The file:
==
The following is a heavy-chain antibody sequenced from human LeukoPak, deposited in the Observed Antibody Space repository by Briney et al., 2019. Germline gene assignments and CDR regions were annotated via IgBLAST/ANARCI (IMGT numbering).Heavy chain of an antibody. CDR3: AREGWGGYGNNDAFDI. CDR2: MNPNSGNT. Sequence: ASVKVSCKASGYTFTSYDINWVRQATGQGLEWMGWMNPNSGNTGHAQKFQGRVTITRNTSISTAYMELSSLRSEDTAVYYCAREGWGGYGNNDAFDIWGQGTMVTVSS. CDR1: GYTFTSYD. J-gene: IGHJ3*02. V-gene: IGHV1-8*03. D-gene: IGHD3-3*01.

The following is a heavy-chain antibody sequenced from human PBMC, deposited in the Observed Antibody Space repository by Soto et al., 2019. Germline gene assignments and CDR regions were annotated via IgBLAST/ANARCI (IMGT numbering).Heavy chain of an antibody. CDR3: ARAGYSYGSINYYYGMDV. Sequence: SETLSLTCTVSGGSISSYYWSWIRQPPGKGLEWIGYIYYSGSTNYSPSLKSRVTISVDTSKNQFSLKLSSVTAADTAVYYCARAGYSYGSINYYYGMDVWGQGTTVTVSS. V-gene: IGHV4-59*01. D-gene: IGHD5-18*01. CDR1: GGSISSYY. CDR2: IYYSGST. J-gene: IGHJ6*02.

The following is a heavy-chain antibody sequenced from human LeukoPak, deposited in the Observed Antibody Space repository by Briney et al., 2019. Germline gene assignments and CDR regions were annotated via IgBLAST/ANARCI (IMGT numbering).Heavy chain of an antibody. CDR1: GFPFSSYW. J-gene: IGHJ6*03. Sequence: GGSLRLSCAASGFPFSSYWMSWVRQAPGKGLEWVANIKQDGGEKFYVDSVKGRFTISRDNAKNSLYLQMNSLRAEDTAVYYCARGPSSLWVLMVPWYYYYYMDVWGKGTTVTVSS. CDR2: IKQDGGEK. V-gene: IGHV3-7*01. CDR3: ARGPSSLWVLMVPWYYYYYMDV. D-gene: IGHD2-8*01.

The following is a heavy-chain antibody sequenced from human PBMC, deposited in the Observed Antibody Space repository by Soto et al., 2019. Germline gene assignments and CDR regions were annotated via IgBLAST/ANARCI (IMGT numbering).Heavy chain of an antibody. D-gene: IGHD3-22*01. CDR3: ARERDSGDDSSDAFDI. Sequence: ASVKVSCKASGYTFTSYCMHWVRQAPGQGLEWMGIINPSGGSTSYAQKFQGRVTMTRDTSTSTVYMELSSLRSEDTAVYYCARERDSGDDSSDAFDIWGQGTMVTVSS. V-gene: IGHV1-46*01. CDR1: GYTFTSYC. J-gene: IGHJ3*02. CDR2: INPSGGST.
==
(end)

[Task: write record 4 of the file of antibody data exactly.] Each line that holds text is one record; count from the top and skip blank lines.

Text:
The following is a heavy-chain antibody sequenced from human PBMC, deposited in the Observed Antibody Space repository by Soto et al., 2019. Germline gene assignments and CDR regions were annotated via IgBLAST/ANARCI (IMGT numbering).Heavy chain of an antibody. D-gene: IGHD3-22*01. CDR3: ARERDSGDDSSDAFDI. Sequence: ASVKVSCKASGYTFTSYCMHWVRQAPGQGLEWMGIINPSGGSTSYAQKFQGRVTMTRDTSTSTVYMELSSLRSEDTAVYYCARERDSGDDSSDAFDIWGQGTMVTVSS. V-gene: IGHV1-46*01. CDR1: GYTFTSYC. J-gene: IGHJ3*02. CDR2: INPSGGST.